I have used this sleep system on several hikes now, and it worked out fine in the past, but I started the AT at the end of February. I should have taken my X-therm sleeping pad and zero-degree sleeping bag for the first six weeks, switched to my 15-degree quilt, and kept the X-therm for another month. I sleep really cold, and this would have been perfect for me.
The X-therm pad, 15-degree quilt, and Reactor liner may have worked for most nights, but I would have needed a wide quilt. As a matter of fact, I will probably only purchase wide quilts going forward. I toss and turn A LOT; no matter how much I cinch down the quilt, I always have to adjust for small gaps.
I’ll also note that I have used quilts from several manufacturers, and I still think Katabatic makes the quilt I like the most. It will be the quilt I continue to use, although I am a gear addict, and I’m sure I will try others.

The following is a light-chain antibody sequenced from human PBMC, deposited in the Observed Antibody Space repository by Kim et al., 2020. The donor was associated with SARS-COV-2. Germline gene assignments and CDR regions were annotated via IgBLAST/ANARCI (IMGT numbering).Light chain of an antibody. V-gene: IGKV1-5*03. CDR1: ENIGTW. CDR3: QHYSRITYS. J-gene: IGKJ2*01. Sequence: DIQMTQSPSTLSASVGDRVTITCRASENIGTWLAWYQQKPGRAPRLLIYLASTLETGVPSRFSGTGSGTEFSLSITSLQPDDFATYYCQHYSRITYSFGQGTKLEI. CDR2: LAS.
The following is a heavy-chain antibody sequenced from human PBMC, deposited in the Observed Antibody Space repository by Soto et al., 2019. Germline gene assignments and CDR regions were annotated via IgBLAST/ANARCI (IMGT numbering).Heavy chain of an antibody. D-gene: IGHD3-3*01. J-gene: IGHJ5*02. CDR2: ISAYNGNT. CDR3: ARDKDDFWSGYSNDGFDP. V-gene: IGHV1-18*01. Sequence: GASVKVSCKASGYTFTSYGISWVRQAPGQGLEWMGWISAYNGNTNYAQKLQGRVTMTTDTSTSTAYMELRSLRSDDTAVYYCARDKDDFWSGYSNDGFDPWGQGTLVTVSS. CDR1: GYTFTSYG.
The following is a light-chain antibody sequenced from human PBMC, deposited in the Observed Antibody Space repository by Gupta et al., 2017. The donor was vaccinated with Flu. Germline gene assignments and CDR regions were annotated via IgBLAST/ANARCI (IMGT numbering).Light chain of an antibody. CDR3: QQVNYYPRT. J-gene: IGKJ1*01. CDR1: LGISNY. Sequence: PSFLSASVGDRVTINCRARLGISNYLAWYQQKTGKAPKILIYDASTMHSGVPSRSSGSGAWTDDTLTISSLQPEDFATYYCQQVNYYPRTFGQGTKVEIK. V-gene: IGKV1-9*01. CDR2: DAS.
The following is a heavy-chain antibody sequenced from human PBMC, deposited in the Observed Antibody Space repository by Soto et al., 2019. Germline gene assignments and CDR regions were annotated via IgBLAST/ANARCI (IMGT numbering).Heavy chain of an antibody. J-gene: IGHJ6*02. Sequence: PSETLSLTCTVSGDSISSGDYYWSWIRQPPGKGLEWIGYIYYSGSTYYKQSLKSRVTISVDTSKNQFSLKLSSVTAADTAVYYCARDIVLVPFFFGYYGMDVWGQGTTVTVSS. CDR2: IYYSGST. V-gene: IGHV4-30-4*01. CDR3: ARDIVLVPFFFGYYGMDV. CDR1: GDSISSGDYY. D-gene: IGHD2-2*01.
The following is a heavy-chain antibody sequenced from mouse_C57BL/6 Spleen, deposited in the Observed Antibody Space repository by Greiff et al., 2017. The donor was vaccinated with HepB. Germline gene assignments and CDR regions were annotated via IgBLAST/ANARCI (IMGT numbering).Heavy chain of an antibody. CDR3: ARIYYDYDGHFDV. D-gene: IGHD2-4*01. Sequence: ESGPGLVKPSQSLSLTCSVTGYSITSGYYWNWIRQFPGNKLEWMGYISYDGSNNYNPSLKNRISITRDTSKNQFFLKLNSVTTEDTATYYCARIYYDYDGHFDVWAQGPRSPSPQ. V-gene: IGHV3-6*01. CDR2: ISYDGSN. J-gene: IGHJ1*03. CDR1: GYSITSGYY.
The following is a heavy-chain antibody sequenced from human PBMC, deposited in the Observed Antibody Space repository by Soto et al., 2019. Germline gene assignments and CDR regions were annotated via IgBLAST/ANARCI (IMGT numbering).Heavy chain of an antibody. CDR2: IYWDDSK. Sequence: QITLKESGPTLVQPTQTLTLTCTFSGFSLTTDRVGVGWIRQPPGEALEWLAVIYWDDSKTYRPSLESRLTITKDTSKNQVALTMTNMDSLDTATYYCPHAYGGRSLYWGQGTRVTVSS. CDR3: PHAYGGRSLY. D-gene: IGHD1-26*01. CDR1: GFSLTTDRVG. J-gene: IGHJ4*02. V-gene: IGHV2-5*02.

Clothing and Layers for the Appalachian Trail
I expected it to be cold on the trail, but it was colder than I expected and for longer than expected. I ended up purchasing additional layers and gloves in Gatlinburg, TN.
- Base Layers – I wore a Woolx t-shirt as a base layer and wore an Icebreaker mid-weight shirt over this. In Gatlinburg, I purchased a mid-weight Patagonia layer from the clearance rack. I also wore a pair of Icebreaker tights under my Montbell rain pants when it was especially cold.
- Trailrunners/Trail Shoes – I started my hike with my pair of wide Oboz and switched to HOKA Speedgoats at the NOC. I love my Oboz, but over long mile days, they were too rigid for my feet and caused a few blisters. These went away with the trail runners.
- Ultra-light Montbell Full-zip Chameece Jacket – This is probably one of my favorite pieces of clothing. I like the full-zip for regulating heat and hiking in it over my base layers. I also use it in warm temps and send home my puffy. If I need more warmth in the summer at higher elevations, I put my rain jacket over it.